Jail admin seeks Salman's nod before replying to RTI plea

Times of India: Jodhpur: Sunday, June 24, 2018.
A Bengaluru activist sought information from Jodhpur Central Jail administration about Salman Khan under the RTI Act. Instead of providing information to the applicant, the jail administration sought permission from Salman, asking him of his opinion!
Justifying the move, DIG (jails) Vikram Singh said since the information pertained to a third party, the jail administration required to have his permission before providing the same to the applicant. "Since the information sought by the applicant belonged to a third party , we have sought his (Salman's) permission", Singh said.
Bengaluru resident T Narsimha Murthy had moved an application under the RTI Act on April 10, seeking information that who all came to meet Salman in the jail during his judicial custody from April 5 to 7 after his conviction by the trial court in the blackbuck poaching case.

RTI applicants miffed with protracted process, allege bribery on part of officials

Times of India: Mysuru: Sunday, June 24, 2018.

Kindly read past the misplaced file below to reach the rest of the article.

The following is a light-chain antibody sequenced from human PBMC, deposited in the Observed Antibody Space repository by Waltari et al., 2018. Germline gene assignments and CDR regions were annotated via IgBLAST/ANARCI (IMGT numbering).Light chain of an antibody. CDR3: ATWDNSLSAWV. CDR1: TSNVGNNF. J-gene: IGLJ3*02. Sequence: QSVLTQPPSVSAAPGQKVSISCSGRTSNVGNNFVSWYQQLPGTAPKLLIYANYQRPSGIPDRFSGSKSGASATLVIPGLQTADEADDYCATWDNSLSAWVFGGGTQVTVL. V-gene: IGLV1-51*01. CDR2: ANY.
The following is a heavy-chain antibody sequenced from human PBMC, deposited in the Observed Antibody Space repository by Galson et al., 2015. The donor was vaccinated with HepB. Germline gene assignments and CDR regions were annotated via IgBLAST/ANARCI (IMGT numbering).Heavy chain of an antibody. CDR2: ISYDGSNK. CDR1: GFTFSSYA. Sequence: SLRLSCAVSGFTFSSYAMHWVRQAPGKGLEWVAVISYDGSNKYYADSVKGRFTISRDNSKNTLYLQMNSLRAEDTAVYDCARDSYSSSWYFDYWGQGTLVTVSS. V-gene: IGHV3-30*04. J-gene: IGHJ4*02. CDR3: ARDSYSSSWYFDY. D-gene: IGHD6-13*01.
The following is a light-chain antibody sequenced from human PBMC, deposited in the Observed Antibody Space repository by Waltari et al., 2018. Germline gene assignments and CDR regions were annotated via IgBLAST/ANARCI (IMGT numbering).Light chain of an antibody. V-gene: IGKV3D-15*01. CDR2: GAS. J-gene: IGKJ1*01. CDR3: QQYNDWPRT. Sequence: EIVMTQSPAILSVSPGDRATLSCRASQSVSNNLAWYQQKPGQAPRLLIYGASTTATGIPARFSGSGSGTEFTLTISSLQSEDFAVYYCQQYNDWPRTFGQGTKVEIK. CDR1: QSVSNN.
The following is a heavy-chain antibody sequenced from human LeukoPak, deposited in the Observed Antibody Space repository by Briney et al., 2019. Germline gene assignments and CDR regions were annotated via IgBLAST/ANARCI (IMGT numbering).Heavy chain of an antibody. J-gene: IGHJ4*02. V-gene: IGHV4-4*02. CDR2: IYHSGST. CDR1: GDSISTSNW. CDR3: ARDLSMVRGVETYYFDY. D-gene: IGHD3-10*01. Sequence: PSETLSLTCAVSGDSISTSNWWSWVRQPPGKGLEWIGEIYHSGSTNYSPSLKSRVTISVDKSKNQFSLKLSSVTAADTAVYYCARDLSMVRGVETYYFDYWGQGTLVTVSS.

It is a mite too hard to escape the irony in the plight of Right To Information (RTI) applicants in the city, with the tool conceived to combat corruption being effectively used only after the palms of a few officials in-charge are greased. RTI applicants in the city are made to run from pillar to post in various government offices including Mysuru City Corporation (MCC) and Mysuru Urban Development Authority (Muda) to get access to information that is rightfully theirs to see.
RTI activists are understandably miffed with the existing state of affairs, which they believe subverts the very purpose of the Act. “Citizens are supposed to be treated as masters under the RTI Act, but instead they are being treated as servants,” activists said.
Founder of Mysuru Grahakara Parishat (MGP) Bhamy V Shenoy recalled, with a touch of amusement, experience that an RTI activist endured, while trying to save the People’s Park. “The MGP came forward to help this activist, who wanted to obtain documents about the park to file a public interest litigation (PIL). The RTI application was submitted on May 16, and since the high court was scheduled to reopen on May 28, there was a sense of urgency to obtain the records. We wanted to help MCC save the park, but the lackadaisical attitude of the officials proved a dampener,” Shenoy told TOI.
Likening the treatment meted out to RTI applicants at the hands of officers to those of citizens during the colonial rule, Shenoy added, “An RTI query must be responded to within 30 days, but that does not mean government offices have to take up all of them.”